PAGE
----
Monday, 16 September 2013
Cuba and golf: Irony is lost on the yankees
Picture shows Che Guevara playing golf with Fidel Castro in 1959 at the Havana country club. The game was a publicity stunt staged after Fidel returned from his visit to the USA, where he had been snubbed by Eisenhower. Apparently, the US president said he was unable ot meet Castro because he had prior golf appointment. The picture, taken by the famous photographer Korda (who took the iconic portrait of Guevara), appeared in the newspaper Revolución under the heading: "Fidel and Che play golf better than Eisenhower." After the game, at Che's suggestion , the country club was chosen as the site for the architecturally astonishing Havana art schools and turned over to the education of the nation's youth.
When it comes to sports, there can surely be none that are less bourgeois than golf. After all it is the quintessential individualist enterprise - the only game in the world where you can actually play alone and still enjoy the challenge.
With its high prize-money, commercial paraphernalia and constant product innovation, there can surely be no sport less in tune with the socialist ideal. You would have thought that the opponents of Cuba's socialist government would be as anxious as anybody to have it return to the island where it once flourished before those beared revolutionaries took over in the 1960s and turned the bourgeoisie's happy golfing grounds into art schools and the like.
But no, the United States has actually done its darnedest to stop the game of Tiger Woods and Jack Nicklaus from making a comeback.
As the Miami Herald reports today, a Canadian real estate company planning a golf resort in the island has filed a $25.5million suit against the PGA of America in Palm Beach County, alleging that the group has blocked its right to use the valuable PGA brand on the island.
The firm, 360 Vox Corp., formerly Leisure Canada, claims it lost $20 million in anticipated profits, $5.5 million in feasibility studies, the $80,000 licensing fee it paid to the British-based PGA Ltd (PGAL), and other expenses.
Leisure Canada is one of 16 foreign companies that have eagerly rushed to propose golf and marina resorts in Cuba after the government announced that it wanted to expand the island’s tourist offerings. None has started construction to date.
The lawsuit alleges that PGA of America, which represents teaching professionals and is not linked to the PGA Tour, pushed PGAL to cancel the license because of criticism, including from the blog Capitol Hill Cubans.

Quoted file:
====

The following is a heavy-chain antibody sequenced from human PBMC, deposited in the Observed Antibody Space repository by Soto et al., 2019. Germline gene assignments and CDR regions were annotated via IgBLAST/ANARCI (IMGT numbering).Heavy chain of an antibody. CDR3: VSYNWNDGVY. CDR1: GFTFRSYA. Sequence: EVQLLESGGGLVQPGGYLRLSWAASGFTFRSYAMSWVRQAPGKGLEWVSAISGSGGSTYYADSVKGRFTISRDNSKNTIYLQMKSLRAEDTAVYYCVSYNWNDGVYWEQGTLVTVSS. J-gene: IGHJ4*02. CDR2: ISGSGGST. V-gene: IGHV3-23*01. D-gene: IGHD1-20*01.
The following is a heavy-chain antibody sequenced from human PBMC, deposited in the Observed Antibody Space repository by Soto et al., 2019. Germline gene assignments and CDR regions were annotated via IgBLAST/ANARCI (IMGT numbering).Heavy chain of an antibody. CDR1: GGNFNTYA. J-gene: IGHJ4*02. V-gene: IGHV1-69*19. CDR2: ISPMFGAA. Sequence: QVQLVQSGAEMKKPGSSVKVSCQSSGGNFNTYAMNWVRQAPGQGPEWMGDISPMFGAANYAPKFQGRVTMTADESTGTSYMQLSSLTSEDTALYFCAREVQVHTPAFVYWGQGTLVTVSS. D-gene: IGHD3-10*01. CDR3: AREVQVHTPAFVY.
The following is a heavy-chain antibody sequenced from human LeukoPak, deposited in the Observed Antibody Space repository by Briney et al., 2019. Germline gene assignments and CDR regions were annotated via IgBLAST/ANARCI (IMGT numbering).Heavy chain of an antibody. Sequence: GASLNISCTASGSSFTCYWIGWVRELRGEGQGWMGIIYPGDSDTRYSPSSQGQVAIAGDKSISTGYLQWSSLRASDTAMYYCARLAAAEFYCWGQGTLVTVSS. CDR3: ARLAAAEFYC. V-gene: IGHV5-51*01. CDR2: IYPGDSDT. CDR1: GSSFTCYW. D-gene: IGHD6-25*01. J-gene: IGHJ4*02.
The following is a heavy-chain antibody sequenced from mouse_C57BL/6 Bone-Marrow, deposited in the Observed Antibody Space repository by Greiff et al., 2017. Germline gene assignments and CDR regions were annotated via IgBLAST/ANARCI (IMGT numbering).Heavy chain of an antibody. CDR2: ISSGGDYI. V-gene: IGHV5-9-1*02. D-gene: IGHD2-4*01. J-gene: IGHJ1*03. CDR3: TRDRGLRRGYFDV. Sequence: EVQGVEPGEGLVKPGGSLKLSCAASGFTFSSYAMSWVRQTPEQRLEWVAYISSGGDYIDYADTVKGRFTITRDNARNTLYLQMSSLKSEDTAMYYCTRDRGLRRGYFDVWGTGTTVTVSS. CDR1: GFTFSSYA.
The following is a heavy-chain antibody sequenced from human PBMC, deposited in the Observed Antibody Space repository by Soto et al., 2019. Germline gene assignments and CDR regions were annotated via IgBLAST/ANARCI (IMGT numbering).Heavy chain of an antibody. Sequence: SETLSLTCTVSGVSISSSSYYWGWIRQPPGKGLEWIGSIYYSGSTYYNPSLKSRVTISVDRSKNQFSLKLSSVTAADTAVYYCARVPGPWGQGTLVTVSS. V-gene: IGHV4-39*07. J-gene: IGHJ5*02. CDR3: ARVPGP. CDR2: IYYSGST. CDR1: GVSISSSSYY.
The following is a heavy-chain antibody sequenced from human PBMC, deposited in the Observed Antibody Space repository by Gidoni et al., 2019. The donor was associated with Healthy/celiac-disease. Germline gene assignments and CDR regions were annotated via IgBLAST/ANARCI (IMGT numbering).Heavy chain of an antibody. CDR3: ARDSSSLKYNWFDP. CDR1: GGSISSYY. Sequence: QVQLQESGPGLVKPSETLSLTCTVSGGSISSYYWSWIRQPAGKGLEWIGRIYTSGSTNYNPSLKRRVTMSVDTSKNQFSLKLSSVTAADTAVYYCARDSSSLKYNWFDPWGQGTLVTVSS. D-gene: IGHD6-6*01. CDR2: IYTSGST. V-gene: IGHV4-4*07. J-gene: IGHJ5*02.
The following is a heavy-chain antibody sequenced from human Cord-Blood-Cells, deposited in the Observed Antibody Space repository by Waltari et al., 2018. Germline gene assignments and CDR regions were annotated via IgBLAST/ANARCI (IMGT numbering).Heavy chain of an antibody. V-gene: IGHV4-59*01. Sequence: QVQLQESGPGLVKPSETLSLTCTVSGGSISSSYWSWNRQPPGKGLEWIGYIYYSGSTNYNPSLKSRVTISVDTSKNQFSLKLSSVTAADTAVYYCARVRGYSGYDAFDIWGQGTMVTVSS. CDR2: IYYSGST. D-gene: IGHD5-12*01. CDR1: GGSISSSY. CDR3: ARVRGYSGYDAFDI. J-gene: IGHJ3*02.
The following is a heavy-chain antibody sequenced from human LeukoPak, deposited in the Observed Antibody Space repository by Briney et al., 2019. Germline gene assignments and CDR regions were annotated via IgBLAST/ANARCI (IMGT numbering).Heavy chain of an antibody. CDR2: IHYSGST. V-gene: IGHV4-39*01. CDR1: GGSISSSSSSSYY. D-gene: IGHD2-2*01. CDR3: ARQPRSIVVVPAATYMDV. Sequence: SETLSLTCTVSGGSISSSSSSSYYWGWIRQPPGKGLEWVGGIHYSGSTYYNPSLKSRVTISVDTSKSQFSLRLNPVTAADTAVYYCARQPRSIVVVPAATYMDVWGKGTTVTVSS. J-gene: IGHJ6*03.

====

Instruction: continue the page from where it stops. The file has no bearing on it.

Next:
On March 14, 2011, Leisure Canada announced it had signed the licensing agreement with PGAL, which has the right to the PGA brand in Cuba, for the future use of names such as PGA Village Cuba and PGA National Golf Academy Cuba.
But three days later the blog “suggested that PGAL was using its British brand to ‘skirt sanctions’ ” imposed on Cuba by the half-century-old U.S. trade embargo, according to the lawsuit.
The following day, PGA of America, by far the largest and most powerful member of PGAL, disavowed any role in the Cuba project and four months later met with PGAL officials to discuss the Cuba licensing issue, the lawsuit noted.
“Succumbing to pressure from the PGA of America … on Dec. 18, 2012, PGAL sent 360 Vox a letter stating that it was terminating the agreement and would no longer agree to work with 360 Vox in Cuba,” according to the lawsuit.
“PGA of America strong-armed the PGA in England, that’s what they did,” said Glen H. Waldman, the lawyer who filed the 360 Vox lawsuit on Sept. 9 in Palm Beach County Court. “They caved, and my client is out millions of dollars.”
Cuba unleashed a frantic wave of interest from foreign developers in 2010 when word began to leak that it was considering approving foreign investments in golf and marina resorts. The island now has one 18-hole and one nine-hole course for the “bourgeoisie” sport.
But only four projects were reported in the summer of 2011 to be in the group that had finished negotiations with the government.
The Tourism Ministry has publicly mentioned final approval for only one of the four, The Carbonera Club, a $350 million project near Varadero beach east of Havana proposed by the British investment firm Esencia.
The three others were a Spanish project in Pinar del Rio province; a proposal in Holguin by Canada’s Standing Feather company; and a Bellomonte proposal by the British Coral Capital firm for a beach 15 miles east of Havana.
Bellomonte’s current standing is unclear because Coral Capital Executive Director Amado Fakhre and Chief of Operations Stephen Purvis were freed from a Cuban prison in June after two years under investigation for corruption.